How to pivot not panic in challenging times
When lockdowns were issued to contain the coronavirus, many businesses had to shut down, or pivot their business quickly. It was during this time that many leaders were faced with the challenge of what they were going to do.
This was true for the manufacturing business, SEKISUI KYDEX whose business came to a grinding halt.
Yet, in just four days time, SEKISUI KYDEX was able to shift from primarily making plastic sheets for aviation to becoming an “essential business” producing materials for lifesaving medical devices.
In four days, 400 people were working in unison; all three plants were running 24/7 and SEKISUI KYDEX was paying bonuses and developing new products.
So how was Ronn Cort’s company able to achieve so much in such a short amount of time? This LinkedIn Live interview helps explain it.
How SEKISUI KYDEX was able to achieve success
The pivot could have never happened without the work we had done over the past 8 years to create a strong company culture.
The culture we have might not be for everyone. But it’s very clear, it’s very specific and it’s unambiguous.
That culture is structured to develop collective engagement. We want to get this entire organization built around this idea of collective engagement. We’re all in this together, nonhierarchical, as flat as we can make it.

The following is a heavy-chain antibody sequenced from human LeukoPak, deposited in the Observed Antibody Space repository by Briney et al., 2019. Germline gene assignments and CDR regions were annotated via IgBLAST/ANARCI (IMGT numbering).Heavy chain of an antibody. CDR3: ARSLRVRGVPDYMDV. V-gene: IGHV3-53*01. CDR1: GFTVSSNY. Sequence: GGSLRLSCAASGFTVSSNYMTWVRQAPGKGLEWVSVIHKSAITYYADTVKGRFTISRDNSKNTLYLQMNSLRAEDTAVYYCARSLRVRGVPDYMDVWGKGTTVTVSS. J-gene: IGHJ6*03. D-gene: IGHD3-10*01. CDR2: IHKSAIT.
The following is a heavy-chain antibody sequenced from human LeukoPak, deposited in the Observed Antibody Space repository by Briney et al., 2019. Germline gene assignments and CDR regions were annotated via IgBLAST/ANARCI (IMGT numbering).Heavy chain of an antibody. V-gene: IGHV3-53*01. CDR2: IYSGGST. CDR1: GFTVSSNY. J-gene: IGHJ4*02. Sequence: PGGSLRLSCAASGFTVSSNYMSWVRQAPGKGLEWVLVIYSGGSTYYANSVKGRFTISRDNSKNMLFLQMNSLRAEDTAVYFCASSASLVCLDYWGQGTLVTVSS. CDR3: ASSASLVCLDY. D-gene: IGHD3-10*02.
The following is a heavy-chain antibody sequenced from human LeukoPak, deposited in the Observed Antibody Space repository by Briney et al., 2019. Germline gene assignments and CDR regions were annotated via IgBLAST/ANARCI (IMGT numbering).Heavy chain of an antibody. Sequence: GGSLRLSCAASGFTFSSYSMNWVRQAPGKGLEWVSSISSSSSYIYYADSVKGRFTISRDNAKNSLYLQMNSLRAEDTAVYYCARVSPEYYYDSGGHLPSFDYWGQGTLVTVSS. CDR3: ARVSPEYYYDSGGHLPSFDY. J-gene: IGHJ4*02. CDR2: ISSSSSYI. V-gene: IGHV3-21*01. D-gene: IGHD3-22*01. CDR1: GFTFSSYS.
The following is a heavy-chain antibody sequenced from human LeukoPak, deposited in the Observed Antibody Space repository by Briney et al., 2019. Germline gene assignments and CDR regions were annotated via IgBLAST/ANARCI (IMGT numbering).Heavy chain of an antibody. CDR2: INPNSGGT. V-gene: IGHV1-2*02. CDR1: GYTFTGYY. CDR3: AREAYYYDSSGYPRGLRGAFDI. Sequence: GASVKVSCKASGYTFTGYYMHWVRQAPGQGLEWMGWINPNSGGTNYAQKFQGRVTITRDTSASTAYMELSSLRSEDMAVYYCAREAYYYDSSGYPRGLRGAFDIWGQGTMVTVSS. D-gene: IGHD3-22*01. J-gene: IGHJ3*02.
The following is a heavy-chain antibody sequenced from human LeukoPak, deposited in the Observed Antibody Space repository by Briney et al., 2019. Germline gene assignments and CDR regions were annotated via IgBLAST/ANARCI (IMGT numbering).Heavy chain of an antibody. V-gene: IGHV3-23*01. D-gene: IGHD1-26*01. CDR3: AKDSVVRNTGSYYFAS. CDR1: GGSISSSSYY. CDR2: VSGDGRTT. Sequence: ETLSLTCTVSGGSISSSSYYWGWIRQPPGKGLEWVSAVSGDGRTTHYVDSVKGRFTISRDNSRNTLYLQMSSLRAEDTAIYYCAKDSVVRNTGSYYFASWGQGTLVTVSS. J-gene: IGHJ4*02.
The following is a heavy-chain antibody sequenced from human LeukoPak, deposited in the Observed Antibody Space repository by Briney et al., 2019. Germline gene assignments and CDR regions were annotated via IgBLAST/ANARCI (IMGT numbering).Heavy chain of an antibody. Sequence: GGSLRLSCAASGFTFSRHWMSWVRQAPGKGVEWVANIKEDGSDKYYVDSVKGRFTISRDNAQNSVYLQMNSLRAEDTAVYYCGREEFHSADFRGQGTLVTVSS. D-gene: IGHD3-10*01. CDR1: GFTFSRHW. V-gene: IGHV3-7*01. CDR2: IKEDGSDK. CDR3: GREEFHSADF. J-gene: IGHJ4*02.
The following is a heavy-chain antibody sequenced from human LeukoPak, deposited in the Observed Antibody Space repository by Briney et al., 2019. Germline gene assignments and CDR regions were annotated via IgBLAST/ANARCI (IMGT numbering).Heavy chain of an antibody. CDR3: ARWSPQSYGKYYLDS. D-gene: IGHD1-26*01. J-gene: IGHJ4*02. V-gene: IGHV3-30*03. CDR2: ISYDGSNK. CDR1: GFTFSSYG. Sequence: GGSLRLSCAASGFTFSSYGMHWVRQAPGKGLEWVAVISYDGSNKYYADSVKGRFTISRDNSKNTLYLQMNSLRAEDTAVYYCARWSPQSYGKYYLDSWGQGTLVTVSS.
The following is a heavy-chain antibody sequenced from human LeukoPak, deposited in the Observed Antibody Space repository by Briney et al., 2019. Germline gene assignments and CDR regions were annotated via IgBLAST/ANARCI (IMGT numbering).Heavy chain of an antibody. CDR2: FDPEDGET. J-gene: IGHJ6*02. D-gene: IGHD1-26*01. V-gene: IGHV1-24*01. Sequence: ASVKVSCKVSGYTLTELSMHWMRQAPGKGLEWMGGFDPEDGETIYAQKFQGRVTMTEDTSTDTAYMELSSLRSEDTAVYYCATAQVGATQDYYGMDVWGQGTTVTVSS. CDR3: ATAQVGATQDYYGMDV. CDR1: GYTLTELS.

We want to build an organization that thrives during times of change, because we all know that the rate of change in the world today often rewards companies that drive innovation and thrive on change.
Our company is on this long journey of developing a servant leadership corporate culture. How can I help you couple that with quick response manufacturing, really placing the value on time more than labor and materials.
Using COVID-19 as a catalyst for change
Many of you probably recognize that COVID-19 was a catalyst for societal and business changes that were already underway. Think about things like remote school, remote work, shop from home, integration of technology, Zoom, Team, Slack, all these things existed, and they were moving along, but now they just accelerated.
In many respects, COVID-19 has done that for our company.
It really accelerated what we’d already been working on, which is our company culture.
How SEKISUI KYDEX pivoted in four days
Our medical device business manager called me and he shared this.
He said, “Ronn, Ford needs some support. They’re struggling to get materials and parts in the time needed to produce 50,000 ventilators in 100 days. They don’t only need our materials. They need the parts that are made from our materials.”
Ford’s challenge is this: The automotive supply base that they’d normally use is shut down. They asked if we could help.
My response to Mark was, “Mark, as you know, we do not make parts.”
He said, “Can we try?“
My response to Mark was, “You can try. But, I don’t know.”
With that implicit give it a shot, he made a call to arms to our entire company by sharing his vision on how we could pivot to making components that are part of lifesaving medical devices.
The company’s response to the challenge Mark articulated was beyond anything I could have imagined.
These 100 work-from-home people completely focused on the 300 individuals working on our factory floors. That now became a force of 400 people collectively engaged in making components for ventilators, which was well outside the scope of our capabilities. If I’m honest about it, I was a little bit terrified.